On to the suspicious link sausages of dubious origin indeed!
- Whitewashing isn't restricted just to YA book covers: It's pervasive in H'wood. Of course, Mr Morris misses the common point of reference: It's not the whiteness of the audience, or the whiteness of the creators; it's the upper-middle-class whiteness (and maleness, and Protestantness) of the 1970s/1980s MBAs who are in charge of the corporate media entities involved... and/or the securities analysts who have such overt interest on those corporate media entities. Even the women who are involved in that chain tend to be either relegated to "womanly" niches or bigger dickheads than most men from having to act like they had penises to get into positions with power and authority in a male-dominated world in the first place.
<SARCASM> Whether the antiintellectualism fostered by American "business education" has anything to do with the constant dumbing-down of entertainment and creative products is left as an exercise for the student. </SARCASM> It certainly appears to have blinded Mr Morris to the source of the point he was trying to make.
- The talented and lovely Sarah Weinman points out that we've had the "e-books will cannibalize the publishing industry to death" debate before. Santayana was an optimist: Before one can understand history (and thereby avoid repeating it), one must not only know some history — one must care about it.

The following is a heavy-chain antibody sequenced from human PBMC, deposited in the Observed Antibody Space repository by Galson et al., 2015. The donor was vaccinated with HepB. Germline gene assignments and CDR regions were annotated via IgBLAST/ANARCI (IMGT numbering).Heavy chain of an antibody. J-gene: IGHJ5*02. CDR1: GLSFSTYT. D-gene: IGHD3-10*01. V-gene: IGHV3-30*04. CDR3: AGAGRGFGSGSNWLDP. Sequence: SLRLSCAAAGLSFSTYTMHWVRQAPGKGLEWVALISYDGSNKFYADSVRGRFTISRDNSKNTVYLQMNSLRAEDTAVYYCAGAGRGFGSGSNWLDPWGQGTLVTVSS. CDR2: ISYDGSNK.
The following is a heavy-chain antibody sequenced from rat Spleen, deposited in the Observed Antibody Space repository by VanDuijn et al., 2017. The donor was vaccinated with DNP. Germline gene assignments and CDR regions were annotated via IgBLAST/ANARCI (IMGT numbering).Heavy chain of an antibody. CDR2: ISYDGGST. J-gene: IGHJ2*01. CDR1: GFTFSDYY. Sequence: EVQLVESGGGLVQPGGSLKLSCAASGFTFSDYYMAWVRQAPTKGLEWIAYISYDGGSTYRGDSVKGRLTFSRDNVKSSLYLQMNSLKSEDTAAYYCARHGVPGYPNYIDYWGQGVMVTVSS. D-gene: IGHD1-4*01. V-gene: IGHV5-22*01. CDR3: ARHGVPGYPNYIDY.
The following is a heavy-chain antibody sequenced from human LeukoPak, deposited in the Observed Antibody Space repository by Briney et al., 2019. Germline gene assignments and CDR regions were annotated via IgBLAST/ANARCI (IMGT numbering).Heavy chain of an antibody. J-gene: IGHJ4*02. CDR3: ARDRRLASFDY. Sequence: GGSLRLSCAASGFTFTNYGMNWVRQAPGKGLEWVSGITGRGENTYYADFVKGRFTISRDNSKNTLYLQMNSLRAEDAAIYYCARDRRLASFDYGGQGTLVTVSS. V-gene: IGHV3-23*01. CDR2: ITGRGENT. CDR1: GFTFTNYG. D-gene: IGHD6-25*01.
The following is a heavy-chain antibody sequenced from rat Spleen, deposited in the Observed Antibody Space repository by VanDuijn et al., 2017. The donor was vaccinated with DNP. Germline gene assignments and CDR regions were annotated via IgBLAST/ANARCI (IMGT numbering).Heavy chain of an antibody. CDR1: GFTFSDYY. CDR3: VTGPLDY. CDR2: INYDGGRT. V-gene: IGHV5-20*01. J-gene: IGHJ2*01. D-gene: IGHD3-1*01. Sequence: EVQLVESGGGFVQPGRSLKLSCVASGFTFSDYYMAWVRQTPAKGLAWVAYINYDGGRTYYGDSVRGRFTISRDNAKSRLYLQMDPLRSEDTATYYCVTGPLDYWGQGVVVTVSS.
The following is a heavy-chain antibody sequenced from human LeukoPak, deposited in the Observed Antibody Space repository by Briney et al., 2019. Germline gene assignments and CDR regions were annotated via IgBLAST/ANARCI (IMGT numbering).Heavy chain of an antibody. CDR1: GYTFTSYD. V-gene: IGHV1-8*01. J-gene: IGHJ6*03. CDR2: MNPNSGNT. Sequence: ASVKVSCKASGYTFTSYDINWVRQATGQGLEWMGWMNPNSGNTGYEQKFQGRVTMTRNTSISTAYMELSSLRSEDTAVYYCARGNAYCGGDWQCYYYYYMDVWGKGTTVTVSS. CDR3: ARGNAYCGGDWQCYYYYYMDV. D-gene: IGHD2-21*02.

- Ho hum. In Borders bankruptcy non-news — as I predicted — Judge Glenn approved an outrageous executive bonus plan... as a reduction from one that was exhorbitant.
- Meanwhile, another publishing bankruptcy looms: Dorchester. The unofficial committee of unsecured creditors — which almost completely ignores authors interests, as the stated value of their claims is so low (thanks in part to dubious accounting and thanks in greater part to Dorchester's managerial incompetence) — said:
[T]he Unofficial Committee made a decision to disband and has advised Dorchester of this decision. The Unofficial Committee has taken this step because it has determined that Dorchester will be unable to propose any meaningful repayment plan to unsecured creditors in the foreseeable future. Thus, the forbearance period that commenced in August 2010 is no longer in effect and creditors of Dorchester are free to take any action or inaction they determine to be appropriate.
Translating from Lawyer to English, that means:
Congratulations, authors: In technical terms, you're f*cked. Your claims are so piddly and indistinct that you don't have a realistic voice in the impending dissolution — and you won't have any say in what happens to whatever rights of yours Dorchester either continues to hold or is exploiting without permission, either. Have a nice day.
Just another day in paradise, eh?
- On a brighter note, congratulations to the Hugo and Campbell nominees, to the BSFA winners, and to the Philip K. Dick Award winner.